Concrete. Love it or hate it, we sure do use a lot of it. It is the second most used material on the planet, right after water.
As an illustration, concrete manufacturing is responsible for 8% of the Earth’s carbon dioxide footprint. If concrete was a country, it would be the third biggest producer of CO2 after China and America.
And speaking of China, did you know that in between 2011 and 2013, China produced (and used) more concrete in those three years than America did in the entire 20th century?
To put it another way, in 2018 China produced 2.4 billion metric tons of cement compared to the rest of the planet who managed a measly 1.7 billion metric tons combined.
So what is the point of that preamble?
The point is, cement/concrete manufacturing, while being physically sustainable in terms of resources needed for production, is incredibly bad for the environment.
So to combat this, researchers and companies are looking at different ways of manufacturing cement in order to reduce the amount of CO2 dumped into the atmosphere and also to reduce costs.
Enter ETH Zürich, a research university in Switzerland, who have conceived a system dubbed as Fast Complexity, which is claimed to reduce cement needed by over half the usual amount for buildings.
But this is no standard cement printing process.
Instead the system uses 3D printed reusable molds combined with a 3D printer which extrudes (or rather “pours”) wet cement into the mold according to the defined toolpath.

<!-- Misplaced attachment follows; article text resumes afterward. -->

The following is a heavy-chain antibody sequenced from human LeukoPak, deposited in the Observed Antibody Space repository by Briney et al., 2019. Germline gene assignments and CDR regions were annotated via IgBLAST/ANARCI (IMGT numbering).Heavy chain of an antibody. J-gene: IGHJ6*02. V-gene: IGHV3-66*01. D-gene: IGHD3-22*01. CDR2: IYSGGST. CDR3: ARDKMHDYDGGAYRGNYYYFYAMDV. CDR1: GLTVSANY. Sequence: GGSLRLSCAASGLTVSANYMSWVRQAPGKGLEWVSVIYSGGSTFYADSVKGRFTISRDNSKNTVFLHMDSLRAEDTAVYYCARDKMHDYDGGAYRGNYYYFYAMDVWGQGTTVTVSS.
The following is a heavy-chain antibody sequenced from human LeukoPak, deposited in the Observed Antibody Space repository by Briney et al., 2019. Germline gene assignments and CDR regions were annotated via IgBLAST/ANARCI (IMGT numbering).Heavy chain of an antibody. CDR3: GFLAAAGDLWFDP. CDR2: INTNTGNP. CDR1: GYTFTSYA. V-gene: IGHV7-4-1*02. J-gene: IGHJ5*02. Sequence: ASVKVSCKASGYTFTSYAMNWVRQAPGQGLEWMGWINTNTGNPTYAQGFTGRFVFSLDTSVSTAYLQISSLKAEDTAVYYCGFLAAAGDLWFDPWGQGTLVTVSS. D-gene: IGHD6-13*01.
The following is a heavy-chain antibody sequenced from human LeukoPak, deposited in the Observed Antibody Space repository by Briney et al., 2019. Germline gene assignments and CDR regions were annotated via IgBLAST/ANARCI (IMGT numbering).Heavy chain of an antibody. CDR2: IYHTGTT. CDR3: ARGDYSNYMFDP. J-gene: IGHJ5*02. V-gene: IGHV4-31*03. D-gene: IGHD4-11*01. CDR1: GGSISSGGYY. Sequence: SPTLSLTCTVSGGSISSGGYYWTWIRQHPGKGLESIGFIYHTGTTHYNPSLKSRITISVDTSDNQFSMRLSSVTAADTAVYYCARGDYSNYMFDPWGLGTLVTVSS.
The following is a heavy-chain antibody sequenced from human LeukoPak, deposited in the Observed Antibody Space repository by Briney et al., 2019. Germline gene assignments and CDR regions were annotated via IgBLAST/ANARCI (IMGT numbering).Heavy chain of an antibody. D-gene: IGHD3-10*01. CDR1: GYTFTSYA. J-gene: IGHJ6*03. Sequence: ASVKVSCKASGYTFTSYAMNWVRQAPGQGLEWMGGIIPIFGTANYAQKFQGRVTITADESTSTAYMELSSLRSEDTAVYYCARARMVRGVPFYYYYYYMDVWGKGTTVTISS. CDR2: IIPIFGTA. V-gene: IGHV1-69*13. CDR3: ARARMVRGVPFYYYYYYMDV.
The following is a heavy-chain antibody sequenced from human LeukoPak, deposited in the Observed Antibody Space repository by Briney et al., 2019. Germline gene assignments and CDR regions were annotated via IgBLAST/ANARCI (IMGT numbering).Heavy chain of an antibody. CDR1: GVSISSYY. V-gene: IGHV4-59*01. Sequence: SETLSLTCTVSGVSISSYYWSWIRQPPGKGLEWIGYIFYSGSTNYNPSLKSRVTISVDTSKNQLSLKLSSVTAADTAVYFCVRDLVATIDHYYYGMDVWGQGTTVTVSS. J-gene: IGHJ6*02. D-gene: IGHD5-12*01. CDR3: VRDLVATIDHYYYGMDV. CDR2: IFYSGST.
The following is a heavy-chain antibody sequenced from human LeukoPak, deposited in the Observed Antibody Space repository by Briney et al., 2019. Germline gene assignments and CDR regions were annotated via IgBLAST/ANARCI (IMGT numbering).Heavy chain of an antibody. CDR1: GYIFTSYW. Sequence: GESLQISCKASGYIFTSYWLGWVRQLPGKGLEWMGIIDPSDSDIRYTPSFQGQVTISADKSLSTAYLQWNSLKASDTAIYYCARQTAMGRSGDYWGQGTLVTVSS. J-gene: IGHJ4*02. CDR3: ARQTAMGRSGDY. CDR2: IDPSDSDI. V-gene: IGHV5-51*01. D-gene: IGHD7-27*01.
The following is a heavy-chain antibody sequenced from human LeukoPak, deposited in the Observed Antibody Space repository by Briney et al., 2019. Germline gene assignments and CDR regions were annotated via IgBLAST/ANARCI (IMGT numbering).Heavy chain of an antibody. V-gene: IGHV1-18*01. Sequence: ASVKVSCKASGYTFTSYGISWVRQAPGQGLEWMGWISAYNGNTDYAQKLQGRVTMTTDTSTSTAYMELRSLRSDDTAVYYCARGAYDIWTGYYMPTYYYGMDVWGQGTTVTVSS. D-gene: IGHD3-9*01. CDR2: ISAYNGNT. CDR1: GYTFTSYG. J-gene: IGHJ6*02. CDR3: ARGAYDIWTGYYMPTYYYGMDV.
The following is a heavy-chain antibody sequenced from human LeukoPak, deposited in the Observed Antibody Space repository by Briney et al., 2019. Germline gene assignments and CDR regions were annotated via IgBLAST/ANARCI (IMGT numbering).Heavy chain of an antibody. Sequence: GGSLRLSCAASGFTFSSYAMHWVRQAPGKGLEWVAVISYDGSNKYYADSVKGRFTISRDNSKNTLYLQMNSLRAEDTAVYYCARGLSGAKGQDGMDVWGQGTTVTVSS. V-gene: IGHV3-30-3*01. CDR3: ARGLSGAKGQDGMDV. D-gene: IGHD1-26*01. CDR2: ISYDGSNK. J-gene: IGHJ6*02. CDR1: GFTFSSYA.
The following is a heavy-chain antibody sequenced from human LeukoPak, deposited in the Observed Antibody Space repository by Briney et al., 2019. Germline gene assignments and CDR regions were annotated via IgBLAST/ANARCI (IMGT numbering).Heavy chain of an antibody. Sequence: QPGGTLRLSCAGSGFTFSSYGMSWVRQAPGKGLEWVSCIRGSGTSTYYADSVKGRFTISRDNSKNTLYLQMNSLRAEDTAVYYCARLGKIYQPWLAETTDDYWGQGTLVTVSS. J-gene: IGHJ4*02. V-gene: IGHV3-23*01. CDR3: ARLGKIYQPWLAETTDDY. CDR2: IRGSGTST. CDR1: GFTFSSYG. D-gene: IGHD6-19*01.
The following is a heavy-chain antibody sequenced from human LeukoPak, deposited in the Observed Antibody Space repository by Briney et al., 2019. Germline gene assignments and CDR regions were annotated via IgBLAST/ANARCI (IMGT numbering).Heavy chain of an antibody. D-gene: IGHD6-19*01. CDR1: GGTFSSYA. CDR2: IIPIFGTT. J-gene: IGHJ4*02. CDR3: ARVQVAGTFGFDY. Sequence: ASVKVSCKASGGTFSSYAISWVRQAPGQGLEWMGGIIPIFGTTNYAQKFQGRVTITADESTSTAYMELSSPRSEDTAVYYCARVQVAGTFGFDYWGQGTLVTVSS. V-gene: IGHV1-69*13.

It is the marriage of 3D printing and concrete casting.
You can see the robot-controlled nozzle pouring the cement into the mold in the video below.
In addition, the setting rate of the cement can be controlled enabling either a runny cement (good for capturing details in the formwork mold) or a thicker, quicker setting cement which can allow taller structures which require no support materials.
The ability to switch between the runny stuff and the thicker, quicker setting stuff also means that the 2 processes can be seamlessly combined, allowing 3D printed forms to be printed directly onto the already-set cast substrate.
Note that the researchers in the video are adding various materials into the printed item such as beams and concrete slab mesh. Like normal concrete production, these items add reinforcement to the slab so that the loads are controlled through the structure.
Production of concrete slabs
For the moment, this method is being used primarily for the production of concrete slabs. The researchers state that by using this method of 3D printing, they are able to print usable features on both sides of the slab. Apparently traditionally made decorative slabs only have features on one side.
In addition to the extra complexity enabled by the system, the team says that the process is less labour-intensive, and less costly than traditionally made decorative slabs.
You can check out the research group and the work they are doing over here.